Source: ‘News of the World’ review: Tom Hanks, tween in a Western big enough for the both of them – Chicago Sun-Times

David Lindsay: Kathleen and I both enjoyed and were thrilled so by this new western, ‘News of the World’, nominated for best picture in the 2020 Academy awards, that we then watched the outtakes, and interviews, and then the next night, we watched the whole move and outtakes and interviews over again. There were plenty of precious moments in a very beautiful but ugly world in Texas in 1870.

Language Log » “Mulan” is a masculine, non-Sinitic name

“She left the house and met her messmates on the road;

Her messmates were startled out of their wits.

They had marched with her for twelve years of war

And never known that Mulan was a girl.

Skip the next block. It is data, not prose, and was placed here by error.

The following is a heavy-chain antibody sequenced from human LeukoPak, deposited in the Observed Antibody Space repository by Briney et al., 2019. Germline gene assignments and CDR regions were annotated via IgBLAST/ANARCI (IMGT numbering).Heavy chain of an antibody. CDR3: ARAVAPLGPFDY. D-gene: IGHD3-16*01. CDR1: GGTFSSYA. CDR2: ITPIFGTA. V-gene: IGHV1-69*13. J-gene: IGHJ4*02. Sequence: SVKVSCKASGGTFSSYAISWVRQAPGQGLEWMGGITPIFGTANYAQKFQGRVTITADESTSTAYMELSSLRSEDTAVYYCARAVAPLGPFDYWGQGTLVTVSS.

Thus, Mulan fought as a man, not as a woman.  Her fellow soldiers had no idea that she was a woman.  This is not so strange as you may think.  Indeed, it is a common trope in Chinese popular literature for a woman to assume the guise of a man in order to accomplish feats that her natural gender would have denied her, such as standing in as a conscripted soldier for her ailing or elderly father.  Even more interesting, women were not permitted to take the examinations to become scholars or officials, so some girls disguised themselves as men to study the classics and sit for the civil service exams.  There are quite a few funny scenes where the male fellow students of a girl disguised as one of them are perplexed by her toilet habits.  Naturally, there are also many touching love stories that develop out of such situations, but only after many years of gender ruse and “they triumphs“.  . . . ”

Source: Language Log » “Mulan” is a masculine, non-Sinitic name